|AIDS - 5 years since ICPD: Emerging issues and challenges for women, young people & infants. A UNAIDS discussion document (UNAIDS, 1999, 24 p.)|
· Since the pandemic began, a total of 47 million people have contracted HIV, and 14 million have died of AIDS. Today there are more than 33 million people living with the virus worldwide.
· In 1998 alone there were nearly 6 million new infections.
· Every minute of every day, around 11 people become newly infected with HIV.
· Globally, one in ten of those who became newly infected during 1998 was a child under the age of 15 years. The vast majority were in sub-Saharan Africa, while some were infected through blood or sexual abuse, and most are believed to have acquired the virus from their mothers.
· Today about half of all new infections past infancy are in young people below the age of 25 years, very many of them still teenagers.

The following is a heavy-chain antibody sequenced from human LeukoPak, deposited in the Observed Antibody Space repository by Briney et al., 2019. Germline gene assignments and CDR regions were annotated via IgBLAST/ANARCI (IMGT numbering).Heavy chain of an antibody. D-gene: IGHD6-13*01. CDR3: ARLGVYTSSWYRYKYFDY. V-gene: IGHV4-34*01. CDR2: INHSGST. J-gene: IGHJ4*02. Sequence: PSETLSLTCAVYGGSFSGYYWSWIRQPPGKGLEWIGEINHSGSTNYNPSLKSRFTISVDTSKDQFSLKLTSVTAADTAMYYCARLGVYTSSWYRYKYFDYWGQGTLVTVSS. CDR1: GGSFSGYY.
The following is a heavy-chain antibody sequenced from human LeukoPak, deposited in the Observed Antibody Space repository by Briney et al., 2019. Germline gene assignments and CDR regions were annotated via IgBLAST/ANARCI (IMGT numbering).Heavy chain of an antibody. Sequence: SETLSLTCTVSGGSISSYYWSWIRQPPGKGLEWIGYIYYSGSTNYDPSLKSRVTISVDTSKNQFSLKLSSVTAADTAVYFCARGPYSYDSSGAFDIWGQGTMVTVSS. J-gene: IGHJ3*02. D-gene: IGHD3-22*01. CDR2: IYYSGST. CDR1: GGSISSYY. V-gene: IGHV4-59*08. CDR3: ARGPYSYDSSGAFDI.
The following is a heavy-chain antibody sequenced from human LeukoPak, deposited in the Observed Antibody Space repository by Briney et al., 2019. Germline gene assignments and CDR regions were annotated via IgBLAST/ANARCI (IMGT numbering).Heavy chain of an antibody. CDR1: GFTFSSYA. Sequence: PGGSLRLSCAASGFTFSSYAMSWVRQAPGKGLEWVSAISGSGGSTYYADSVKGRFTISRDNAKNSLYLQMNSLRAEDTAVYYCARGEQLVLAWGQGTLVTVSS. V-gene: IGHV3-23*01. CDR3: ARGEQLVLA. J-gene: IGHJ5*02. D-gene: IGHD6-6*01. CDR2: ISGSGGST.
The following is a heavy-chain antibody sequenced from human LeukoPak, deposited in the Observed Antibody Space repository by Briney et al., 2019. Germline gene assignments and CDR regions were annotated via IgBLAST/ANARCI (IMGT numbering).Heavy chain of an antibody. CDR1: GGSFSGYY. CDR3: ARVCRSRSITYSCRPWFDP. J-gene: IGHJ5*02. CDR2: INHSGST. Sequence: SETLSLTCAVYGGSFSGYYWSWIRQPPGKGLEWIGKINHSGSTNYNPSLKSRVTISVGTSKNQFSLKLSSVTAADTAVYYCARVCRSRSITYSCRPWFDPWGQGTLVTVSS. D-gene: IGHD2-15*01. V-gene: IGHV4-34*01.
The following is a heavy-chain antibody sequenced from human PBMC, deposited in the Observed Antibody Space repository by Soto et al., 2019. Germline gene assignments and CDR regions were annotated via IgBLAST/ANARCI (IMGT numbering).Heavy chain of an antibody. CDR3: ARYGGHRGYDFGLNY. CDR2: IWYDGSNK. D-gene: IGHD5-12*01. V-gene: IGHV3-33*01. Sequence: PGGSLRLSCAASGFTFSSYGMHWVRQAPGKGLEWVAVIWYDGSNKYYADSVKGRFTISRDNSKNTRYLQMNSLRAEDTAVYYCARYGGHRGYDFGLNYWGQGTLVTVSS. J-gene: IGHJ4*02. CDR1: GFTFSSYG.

· By the end of 1998 a cumulative total of 18.5 million women had been infected with HIV worldwide, and nearly five million women had died of AIDS.
· 90% of infected women currently live in developing countries.
· However, the risk is increasing for women everywhere - in developed and developing countries alike. In France, womens share of reported AIDS cases increased from 12% in 1985 to 20% ten years later. In Spain female AIDS cases rose from 7% to 19% of all AIDS cases during the same period. And in Brazil the proportion rose from just 1% in 1984 to 25% ten years later.
· Recent surveys from India indicate that HIV is no longer concentrated in certain high risk groups, such as urban sex workers and their clients, and drug injectors, but now has a firm foothold in the general population. More than 1% of pregnant women in some cities are now HIV-positive.
· In African countries worst affected by the epidemic, AIDS accounts up to 70% of deaths of women aged 20-44 years.
· AIDS may already have doubled the mortality rate in children under 5 in regions most affected by the virus.
· In African countries with an adult HIV prevalence of 10% or more, life expectancy is projected to drop by about 17 years for generations born early in the next century.
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